Metabolomic shifts in Brassica napus lines with enhanced BnPLC2 activity impact their response to low temperature stress and plant pathogens

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DOIResolve DOI: http://doi.org/10.4161/gmcr.28942
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TypeArticle
Journal titleGM Crops and Food
ISSN2164-5698
Volume5
Issue2
Pages120131; # of pages: 12
Subjectabiotic stress, biotic stress; canola; cold; metabolomics; phospholipase C; sclerotinia; signal transduction
AbstractPhosphatidylinositol-specific phospholipase C2 (PLC2) is a signaling enzyme with hydrolytic activity against membrane-bound phosphoinositides. It catalyzes the cleavage of phosphatidylinositol(4,5)bisphosphate (PtdIns(4,5)P2) into two initial second messengers, myo-inositol-1,4,5-trisphosphate (InsP3) and diacylglycerol (DAG). The former, as well as its fully phosphorylated derivative, myo-inositol-1,2,3,4,5,6-hexakisphosphate (InsP6), play a major role in calcium signaling events within the cell, while DAG may be used in the regeneration of phospholipids or as a precursor for phosphatidic acid (PA) biosynthesis, an important signaling molecule involved in both biotic and abiotic types of stress tolerance. Overexpression of the gene for Brassica napus phospholipase C2 (BnPLC2) in Brassica napus has been shown to enhance drought tolerance, modulate multiple genes involved in different processes and favorably affect hormonal levels in different tissues. We, therefore, undertook the current study with a view to examining, at the metabolome level, its effect on both abiotic (low temperature) and biotic (stem white rot disease) types of stress in canola. Thus, while transgenic plants exhibited a significant rise in maltose levels and a concomitant elevation in some unsaturated free fatty acids (FFAs), glycerol, and glycerol 3-phosphate under subzero temperatures, they accumulated high levels of raffinose, stachyose and other sugars as well as some flavonoids under acclimatization conditions. Collectively, overexpression of BnPLC2 appears to have triggered different metabolite patterns consistent with its abiotic and, to a limited extent, biotic stress tolerance phenotypes.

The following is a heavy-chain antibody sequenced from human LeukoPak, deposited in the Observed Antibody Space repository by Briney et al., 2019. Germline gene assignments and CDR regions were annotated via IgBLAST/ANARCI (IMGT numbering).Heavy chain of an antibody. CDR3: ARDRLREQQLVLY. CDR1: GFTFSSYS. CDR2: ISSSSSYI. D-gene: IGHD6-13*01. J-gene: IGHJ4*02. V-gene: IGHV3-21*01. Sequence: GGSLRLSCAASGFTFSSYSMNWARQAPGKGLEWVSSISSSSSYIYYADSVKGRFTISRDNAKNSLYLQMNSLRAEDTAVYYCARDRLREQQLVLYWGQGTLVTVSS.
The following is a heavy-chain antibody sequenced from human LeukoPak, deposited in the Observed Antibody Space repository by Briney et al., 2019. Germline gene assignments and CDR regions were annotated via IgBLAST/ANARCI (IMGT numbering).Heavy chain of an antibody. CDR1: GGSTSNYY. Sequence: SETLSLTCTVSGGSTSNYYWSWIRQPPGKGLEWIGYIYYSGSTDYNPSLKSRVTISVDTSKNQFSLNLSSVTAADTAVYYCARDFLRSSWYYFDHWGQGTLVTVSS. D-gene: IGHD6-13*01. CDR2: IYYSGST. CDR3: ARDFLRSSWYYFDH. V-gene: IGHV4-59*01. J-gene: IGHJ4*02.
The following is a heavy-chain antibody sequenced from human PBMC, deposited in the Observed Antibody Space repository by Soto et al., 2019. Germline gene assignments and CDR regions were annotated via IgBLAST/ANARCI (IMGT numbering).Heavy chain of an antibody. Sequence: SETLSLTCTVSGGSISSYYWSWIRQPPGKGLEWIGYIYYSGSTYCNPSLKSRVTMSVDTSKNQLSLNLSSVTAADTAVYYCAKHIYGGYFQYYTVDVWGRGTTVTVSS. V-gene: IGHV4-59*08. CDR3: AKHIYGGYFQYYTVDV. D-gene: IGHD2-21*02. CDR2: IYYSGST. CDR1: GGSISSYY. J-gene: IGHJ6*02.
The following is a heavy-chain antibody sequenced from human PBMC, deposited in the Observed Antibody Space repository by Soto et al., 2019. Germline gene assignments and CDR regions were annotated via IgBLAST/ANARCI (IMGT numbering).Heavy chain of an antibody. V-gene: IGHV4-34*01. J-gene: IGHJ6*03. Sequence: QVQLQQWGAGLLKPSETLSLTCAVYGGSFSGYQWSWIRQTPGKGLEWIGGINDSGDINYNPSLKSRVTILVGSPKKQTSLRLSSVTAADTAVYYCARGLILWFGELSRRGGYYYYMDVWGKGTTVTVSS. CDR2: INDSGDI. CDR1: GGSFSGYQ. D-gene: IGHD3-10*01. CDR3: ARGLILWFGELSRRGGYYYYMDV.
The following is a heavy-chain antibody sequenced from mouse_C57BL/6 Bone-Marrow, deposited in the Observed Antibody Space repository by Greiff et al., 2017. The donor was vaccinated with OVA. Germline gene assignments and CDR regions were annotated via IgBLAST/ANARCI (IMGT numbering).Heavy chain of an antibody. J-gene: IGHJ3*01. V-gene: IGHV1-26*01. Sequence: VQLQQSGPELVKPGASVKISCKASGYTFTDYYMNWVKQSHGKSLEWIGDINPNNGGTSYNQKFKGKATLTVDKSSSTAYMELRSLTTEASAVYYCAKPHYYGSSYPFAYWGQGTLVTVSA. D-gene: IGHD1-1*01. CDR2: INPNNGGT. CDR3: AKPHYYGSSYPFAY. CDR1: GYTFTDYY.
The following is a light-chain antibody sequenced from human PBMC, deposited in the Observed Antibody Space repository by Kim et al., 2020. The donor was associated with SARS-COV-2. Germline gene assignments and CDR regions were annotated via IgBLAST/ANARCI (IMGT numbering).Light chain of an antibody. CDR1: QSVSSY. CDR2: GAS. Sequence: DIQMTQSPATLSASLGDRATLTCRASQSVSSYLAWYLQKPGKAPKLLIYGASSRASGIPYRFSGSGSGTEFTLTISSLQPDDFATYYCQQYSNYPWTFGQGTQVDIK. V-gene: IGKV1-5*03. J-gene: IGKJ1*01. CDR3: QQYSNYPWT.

Publication date
LanguageEnglish
AffiliationAquatic and Crop Resource Development; National Research Council Canada
Peer reviewedYes
NRC number55990
NPARC number21275441
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Record identifierafca2a05-2ba0-444f-912d-ac25571a192c
Record created2015-07-13
Record modified2016-05-09
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